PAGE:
As in the scattering calculation, the shearing sheet is too symmetric to yield a torque: we either have to allow \(S^{2}\) to vary with \(x\), or \(\varSigma \). Expanding any of these quantities to first order in \(x\), we get

$$ F_{y}=f_{h} \frac{S_{\mathrm{p}}^{2}\varSigma_{\mathrm{p}} w^{4}}{r_{ \mathrm{p}}}, $$

where \(f_{h}\) is a constant of order unity and depends on the gradients in \(S\) and \(\varSigma \).

Interestingly, it is relatively straightforward to calculate \(w\) (Masset et al. 2006; Paardekooper and Papaloizou 2009b). Equations (13) and (14) admit a Jacobi integral,

$$ J=\varOmega_{0} S_{0} x^{2} - \varPhi_{\mathrm{p}}- \frac{1}{2} \bigl( \dot{x} ^{2} + \dot{y}^{2} \bigr) . $$

Consider the particle orbit that gets closest to the planet. Clearly, the impact parameter of this orbit is the maximum impact parameter for which a horseshoe turn will occur. At \(x=y=0\), there is an X-point in the particle stream lines, and therefore all velocities must vanish. Therefore, the outermost horseshoe orbit has \(J=-\varPhi_{\mathrm{p}}(x=0,y=0)\). Far away from the planet, motion is purely Keplerian again, with \(\dot{x}=\varPhi_{\mathrm{p}}=0\) and \(\dot{y} = -S_{\mathrm{p}}x\). Equating \(J\) for both locations gives

$$ \frac{GM_{\mathrm{p}}}{\epsilon }=S_{\mathrm{p}} \biggl( \varOmega_{ \mathrm{p}} - \frac{S_{\mathrm{p}}}{2} \biggr) x^{2}. $$

Solving for \(x\) gives the half-width of the horseshoe region \(w\),

$$ w=\sqrt{\frac{8GM_{\mathrm{p}}}{3\epsilon \varOmega_{\mathrm{p}}^{2}}}. $$

The final form of the horseshoe drag is then

$$ \varGamma_{\mathrm{h}}=r_{\mathrm{p}} F_{y} = \gamma_{\mathrm{h}} \frac{q ^{2}}{\epsilon^{2}}\varSigma_{\mathrm{p}}r_{\mathrm{p}}^{6} \varOmega_{\mathrm{p}}^{2}, $$

where \(\gamma_{\mathrm{h}}\) is a constant of order unity. Remarkably, the two types of torque (59) and (66) have exactly the same form and only differ by a numerical prefactor of order unity. As in the case of the scattering torque, it should be noted that although for simplicity we have focused on a simple shearing sheet disc model, the same functional form of horseshoe drag is found in global cylindrical geometry, in which \(\gamma_{\mathrm{h}}\) depends on the radial gradients of the gas density and temperature (e.g. Ward 1991; Paardekooper and Papaloizou 2008).

It should be noted that in a full disc, the horseshoe region is a closed system. Particles leaving the domain after a horseshoe turn at the bottom of the right panel of Fig. 3 come back at the top and make another horseshoe turn. Unless the particle loses its identity before returning, the total torque averaged over many encounters will be zero. This is a process that is called saturation. Another way of thinking about this is that the total angular momentum content of the closed system that is the horseshoe region is finite, and it therefore only has a finite amount of angular momentum to give to the planet. Unless ’fresh’ angular momentum can be supplied to the horseshoe region, perhaps through viscous diffusion (e.g. Masset 2001), the horseshoe drag will only be a transient phenomenon. Fortunately, the conditions in typical protoplanetary discs allow for unsaturated horseshoe drag in large regions (Paardekooper et al. 2011a; Bitsch et al. 2013).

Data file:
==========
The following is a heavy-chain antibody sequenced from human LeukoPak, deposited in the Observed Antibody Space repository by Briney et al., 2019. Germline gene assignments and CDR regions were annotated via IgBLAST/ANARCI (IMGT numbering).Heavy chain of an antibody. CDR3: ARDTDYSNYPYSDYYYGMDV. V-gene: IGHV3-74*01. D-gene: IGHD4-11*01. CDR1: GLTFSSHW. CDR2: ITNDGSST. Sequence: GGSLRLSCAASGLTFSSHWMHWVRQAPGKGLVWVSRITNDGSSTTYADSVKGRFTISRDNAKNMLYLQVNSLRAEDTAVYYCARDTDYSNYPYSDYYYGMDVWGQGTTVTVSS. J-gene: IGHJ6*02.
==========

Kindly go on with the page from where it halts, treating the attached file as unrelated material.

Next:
Dynamic Torques (Type III Migration)

From the discussion above, it is clear that for the horseshoe drag to keep going, some form of asymmetry between the two horseshoe legs is needed. In the local model, a radial surface density gradient will do the trick; in a global isothermal gaseous disc, a gradient in specific vorticity \(\nabla \times \mathbf{v}/\varSigma \) is needed (Ward 1991; Paardekooper and Papaloizou 2009a; Casoli and Masset 2009), while in a global adiabatic disc a gradient in entropy is important (Baruteau and Masset 2008; Paardekooper and Papaloizou 2008; Masset and Casoli 2009). These results were all obtained by taking the orbit of the planet as fixed, and measuring or calculating the torque on the planet.

Interestingly, a migrating planet naturally introduces asymmetry between the two horseshoe legs. This is illustrated schematically in Fig. 4.The left panel shows the horseshoe (or corotation) region around a non-migrating planet in red. Note that the planet is shifted to the top (and bottom because the domain is periodic in \(\varphi \)) to show the full extent of the horseshoe region. In the rest frame of the planet, material in the red region executes horseshoe turns all the time, while material outside the red region is on circular orbits (note that we neglect any effect of the scattering torque here), in the direction of the blue arrows.

Fig. 4

Schematic stream lines for a non-migrating (left panel) and a migrating (right panel) planet. The vertical coordinate is \(\varphi \), for which the full \(2\pi \) is shown, and the horizontal coordinate is \(r\). The planet is denoted by the black circles, the blue arrows indicate the disc rotation in the frame of the planet, and the black arrows indicate the velocity of material in the corotation region, which is marked red. In the right panel, the planet is migrating to the left, which means that in the rest frame of the planet, unperturbed disc material moves outward. Material in the green region gets transported from one side of the planet to the other in a single horseshoe turn